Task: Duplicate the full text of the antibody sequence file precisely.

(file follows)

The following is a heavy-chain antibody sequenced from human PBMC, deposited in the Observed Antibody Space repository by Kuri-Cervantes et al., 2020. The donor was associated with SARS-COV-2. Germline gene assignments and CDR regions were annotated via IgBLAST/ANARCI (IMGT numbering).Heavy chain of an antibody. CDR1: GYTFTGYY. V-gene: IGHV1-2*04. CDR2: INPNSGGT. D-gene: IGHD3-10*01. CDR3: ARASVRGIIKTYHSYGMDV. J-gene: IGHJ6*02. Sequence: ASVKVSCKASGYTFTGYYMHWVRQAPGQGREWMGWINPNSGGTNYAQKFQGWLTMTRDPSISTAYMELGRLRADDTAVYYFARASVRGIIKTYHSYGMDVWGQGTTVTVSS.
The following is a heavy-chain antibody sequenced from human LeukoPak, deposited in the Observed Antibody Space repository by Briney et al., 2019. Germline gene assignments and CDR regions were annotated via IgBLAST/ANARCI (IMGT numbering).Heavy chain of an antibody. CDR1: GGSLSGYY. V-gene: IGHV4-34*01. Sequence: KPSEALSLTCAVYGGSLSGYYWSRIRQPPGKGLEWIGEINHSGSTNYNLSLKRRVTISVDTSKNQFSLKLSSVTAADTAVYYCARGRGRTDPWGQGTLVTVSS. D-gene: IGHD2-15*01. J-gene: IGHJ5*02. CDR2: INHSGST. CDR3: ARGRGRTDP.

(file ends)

The following is a heavy-chain antibody sequenced from human PBMC, deposited in the Observed Antibody Space repository by Kuri-Cervantes et al., 2020. The donor was associated with SARS-COV-2. Germline gene assignments and CDR regions were annotated via IgBLAST/ANARCI (IMGT numbering).Heavy chain of an antibody. CDR1: GYTFTGYY. V-gene: IGHV1-2*04. CDR2: INPNSGGT. D-gene: IGHD3-10*01. CDR3: ARASVRGIIKTYHSYGMDV. J-gene: IGHJ6*02. Sequence: ASVKVSCKASGYTFTGYYMHWVRQAPGQGREWMGWINPNSGGTNYAQKFQGWLTMTRDPSISTAYMELGRLRADDTAVYYFARASVRGIIKTYHSYGMDVWGQGTTVTVSS.
The following is a heavy-chain antibody sequenced from human LeukoPak, deposited in the Observed Antibody Space repository by Briney et al., 2019. Germline gene assignments and CDR regions were annotated via IgBLAST/ANARCI (IMGT numbering).Heavy chain of an antibody. CDR1: GGSLSGYY. V-gene: IGHV4-34*01. Sequence: KPSEALSLTCAVYGGSLSGYYWSRIRQPPGKGLEWIGEINHSGSTNYNLSLKRRVTISVDTSKNQFSLKLSSVTAADTAVYYCARGRGRTDPWGQGTLVTVSS. D-gene: IGHD2-15*01. J-gene: IGHJ5*02. CDR2: INHSGST. CDR3: ARGRGRTDP.